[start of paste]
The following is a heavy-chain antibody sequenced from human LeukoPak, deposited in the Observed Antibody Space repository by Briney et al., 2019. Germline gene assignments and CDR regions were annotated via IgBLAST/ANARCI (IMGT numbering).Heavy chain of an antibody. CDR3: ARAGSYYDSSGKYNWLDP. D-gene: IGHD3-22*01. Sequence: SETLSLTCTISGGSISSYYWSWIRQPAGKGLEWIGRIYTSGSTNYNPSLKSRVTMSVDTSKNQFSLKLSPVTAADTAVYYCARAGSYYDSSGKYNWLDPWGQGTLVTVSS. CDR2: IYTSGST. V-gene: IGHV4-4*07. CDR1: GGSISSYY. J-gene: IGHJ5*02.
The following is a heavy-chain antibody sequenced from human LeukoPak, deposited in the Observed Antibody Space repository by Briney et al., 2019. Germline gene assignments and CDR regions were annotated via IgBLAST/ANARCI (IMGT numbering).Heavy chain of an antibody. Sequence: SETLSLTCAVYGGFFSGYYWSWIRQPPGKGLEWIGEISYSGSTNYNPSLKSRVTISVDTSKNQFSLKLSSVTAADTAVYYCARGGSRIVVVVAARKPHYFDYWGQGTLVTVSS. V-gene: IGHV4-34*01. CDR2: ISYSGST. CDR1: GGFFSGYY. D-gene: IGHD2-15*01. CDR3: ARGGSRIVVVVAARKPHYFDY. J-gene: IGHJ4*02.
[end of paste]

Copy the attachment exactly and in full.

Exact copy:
The following is a heavy-chain antibody sequenced from human LeukoPak, deposited in the Observed Antibody Space repository by Briney et al., 2019. Germline gene assignments and CDR regions were annotated via IgBLAST/ANARCI (IMGT numbering).Heavy chain of an antibody. CDR3: ARAGSYYDSSGKYNWLDP. D-gene: IGHD3-22*01. Sequence: SETLSLTCTISGGSISSYYWSWIRQPAGKGLEWIGRIYTSGSTNYNPSLKSRVTMSVDTSKNQFSLKLSPVTAADTAVYYCARAGSYYDSSGKYNWLDPWGQGTLVTVSS. CDR2: IYTSGST. V-gene: IGHV4-4*07. CDR1: GGSISSYY. J-gene: IGHJ5*02.
The following is a heavy-chain antibody sequenced from human LeukoPak, deposited in the Observed Antibody Space repository by Briney et al., 2019. Germline gene assignments and CDR regions were annotated via IgBLAST/ANARCI (IMGT numbering).Heavy chain of an antibody. Sequence: SETLSLTCAVYGGFFSGYYWSWIRQPPGKGLEWIGEISYSGSTNYNPSLKSRVTISVDTSKNQFSLKLSSVTAADTAVYYCARGGSRIVVVVAARKPHYFDYWGQGTLVTVSS. V-gene: IGHV4-34*01. CDR2: ISYSGST. CDR1: GGFFSGYY. D-gene: IGHD2-15*01. CDR3: ARGGSRIVVVVAARKPHYFDY. J-gene: IGHJ4*02.